"Real magic can never be made by offering up someone else's liver." ~ The Last Unicorn.

Thursday, August 18, 2011

Melon-Basil Sorbet (with a side of Thinky)

i.e. Not A Post About Books. But I recommend eating this stuff while reading, preferably outdoors or at least by a sunny window. Add a purring cat for total bliss.

It's summer here in Southern California, and that means the farmer's markets overfloweth with gorgeous local produce. On one recent trip, we stopped by a stand that had a variety of melons, including some tiny, pale ones we'd never seen before. About the size of an oblong grapefruit and the color of honeydew, only with yellow freckles, they looked interesting and new. The lady running the stand said they were Japanese Gala Melons. She helped us pick a few ripe ones (look for a lack of the freckles) and off we went to marry melon, simple syrup, and our newly-acquired ice cream maker.

Now, I've had some delicious melon in my life. But these took melon to new, ambrosial heights. We were scraping the sweet, juicy flesh off the rinds after we made the puree, desperate not to waste any.

The following recipe is flexible; any kind of sweet, ripe melon works, really, and we've added chopped mint as well as basil. Some recipes call for equal amounts of juice/pulp and simple syrup, but we've halved the syrup with no harmful effects. Allow your personal sweet tooth to direct you here.

Melon-Basil Sorbet

1 cup pureed Japanese Gala melon
1/2 cup simple syrup
1 basil stalk
1 tablespoon chopped sweet basil leaves
Juice of 1/2 a lime (or to taste)


1. For the simple syrup: Combine 1/2 cup water with 1/2 cup granulated sugar in a saucepan over medium heat. Let it come to a boil and cook, stirring occasionally, until the sugar is dissolved and you have a clear syrup. Remove from heat. While the syrup is still hot, place the basil stalk in the syrup and allow to steep for 5-10 minutes or until the syrup is well flavored. Cool.
2. Once the syrup has cooled, remove the basil stalk. Combine melon puree, simple syrup and basil leaves in a bowl. Add lime juice to taste.
3. Process in your ice-cream maker according to the instructions.

Since we have an admittedly cheapo ice-cream maker, we've found that freezing the sorbet after processing it gets a good, firm texture that it doesn't have right out of the maker. Play with it until it works. If it still melts fast, oh, well; drink up, me hearties.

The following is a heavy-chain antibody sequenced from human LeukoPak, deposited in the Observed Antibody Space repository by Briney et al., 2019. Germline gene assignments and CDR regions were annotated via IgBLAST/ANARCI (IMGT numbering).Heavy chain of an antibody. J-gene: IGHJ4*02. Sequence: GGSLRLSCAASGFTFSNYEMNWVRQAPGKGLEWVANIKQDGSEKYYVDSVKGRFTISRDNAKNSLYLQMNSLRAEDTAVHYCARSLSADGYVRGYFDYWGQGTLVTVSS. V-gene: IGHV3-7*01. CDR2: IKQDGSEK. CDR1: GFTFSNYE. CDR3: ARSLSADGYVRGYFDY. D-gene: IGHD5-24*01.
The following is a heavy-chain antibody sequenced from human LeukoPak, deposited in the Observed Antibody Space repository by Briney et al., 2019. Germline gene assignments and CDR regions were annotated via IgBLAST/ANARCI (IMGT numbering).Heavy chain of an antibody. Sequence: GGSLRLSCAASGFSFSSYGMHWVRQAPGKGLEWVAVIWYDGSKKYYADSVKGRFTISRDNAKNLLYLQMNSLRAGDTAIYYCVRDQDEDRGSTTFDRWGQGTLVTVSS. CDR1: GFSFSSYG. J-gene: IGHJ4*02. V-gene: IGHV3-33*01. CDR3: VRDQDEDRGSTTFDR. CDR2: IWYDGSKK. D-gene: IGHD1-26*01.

If you've got any Saint Germain ( a French elderflower liqueur, and our latest addiction here in LA) lying around, it is DIVINE to pour half a shot over the sorbet right before serving. I imagine tequila or white rum work as well.

"But... but... what if I don't have an ice-cream maker, even a crappy cheapo one?" I hear you cry.

I give you: Granita. Basically, make the mixture for the sorbet, except cut back on the simple syrup, maybe to 1/4 cup. After you've mixed everything together, pour it into a shallow freezer-safe pan or container, about 1-2 inches deep. Freeze for 2 hours, stirring every 30 minutes to break up the ice crystals. If you get big icebergs at the end, stick it in a blender and pulse gently until smoother. The granita will be rougher and crunchier than sorbet, but it will still be lovely and refreshing.

Okay, so maybe a teeny thinky bit about books...

I picked up Charles de Lint's Spirits in the Wires last night, since Gatsby wasn't what I was in the mood for at that moment. I'm seeing really interesting connections drawn between modern technology, myth, and magic, as well as de Lint's usual love of the arts and stories. How are modern writers of urban fantasy (by which I mean proper urban fantasy, not just chicks and vampires) using technology to replace/enhance/alter traditional ideas of magic? This book was written around 2002, before the Internet had quite become what it is today, and seeing that earlier relationship to something we take for granted now is fascinating. De Lint creates a new space for magic, blending the cyberspace of sci-fi cyberpunk with his own earthy urban mythology.

How has the space for magic in fantasy changed since the computer revolution of the '00s? If anyone's read something that touches on this, I'd love any recommendations. I can think of Pratchett's Hex, and I'm damn sure that Gaiman has done something along these lines, only I can't think of what.

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